Researchers have shown that machine learning techniques helped an individual with paralysis learn to control a computer cursor using their brain activity.
Search for: epilepsy
Recently, Professor Surjo R. Soekadar outlined current and upcoming applications of brain-computer interfaces.
Scientists have captured the real-time electrical activity of a beating heart, using a sheet of graphene to record an optical image of the faint electric fields generated by the rhythmic firing of the heart's muscle cells.
Researchers have demonstrated MRI compatibility in their soft electrode arrays – a crucial step in translation to the clinic.
A subset of wearables are the so-called hearables – in-ear devices that are well suited for long-term monitoring as they are non-invasive, inconspicuous and easy to fasten.
Researchers have developed a revolutionary cortical vision device that could one day help restore vision to the blind.
Transforming how common health conditions are diagnosed using point-of-care and wearable bio diagnostic devices is the goal of a new University of South Australia project.
Research confirms the efficiency of using computer-based programmes and virtual reality for improving children's attention and social skills.
A novel method of combining advanced optical imaging with an artificial intelligence algorithm produces accurate, real-time intraoperative diagnosis of brain tumors.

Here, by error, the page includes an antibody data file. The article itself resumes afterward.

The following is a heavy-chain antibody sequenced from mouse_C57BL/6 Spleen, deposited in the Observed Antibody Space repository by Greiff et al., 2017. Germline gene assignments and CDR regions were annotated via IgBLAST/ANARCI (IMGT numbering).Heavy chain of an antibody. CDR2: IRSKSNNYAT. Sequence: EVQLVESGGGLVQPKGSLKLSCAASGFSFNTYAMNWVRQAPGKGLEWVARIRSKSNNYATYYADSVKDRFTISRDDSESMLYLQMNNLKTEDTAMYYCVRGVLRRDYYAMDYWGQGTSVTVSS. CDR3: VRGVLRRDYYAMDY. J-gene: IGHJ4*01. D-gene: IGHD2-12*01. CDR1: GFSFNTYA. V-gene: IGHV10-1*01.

Researchers have developed a tiny nanolaser that can function inside of living tissues without harming them.
A research team has succeeded in identifying specific patterns in Electro-Encephalogram (EEG) analyses that the deep learning network uses for making prognosis decisions.
Using a game, researchers are rehabilitating children who suffer from cognitive impairment after surviving life-threatening diseases such as malaria and HIV.
A scientist is working to develop miniature implantable medical devices that sense and communicate wirelessly via sound waves.
A state-of-the-art brain-machine interface created by UC San Francisco neuroscientists can generate natural-sounding synthetic speech by using brain activity to control a virtual vocal tract – an anatomically detailed computer simulation including the lips, jaw, tongue and larynx.
A new robotic system developed can help diagnose neurodegenerative diseases, such as dementia and Parkinson, through the analysis of eye movements.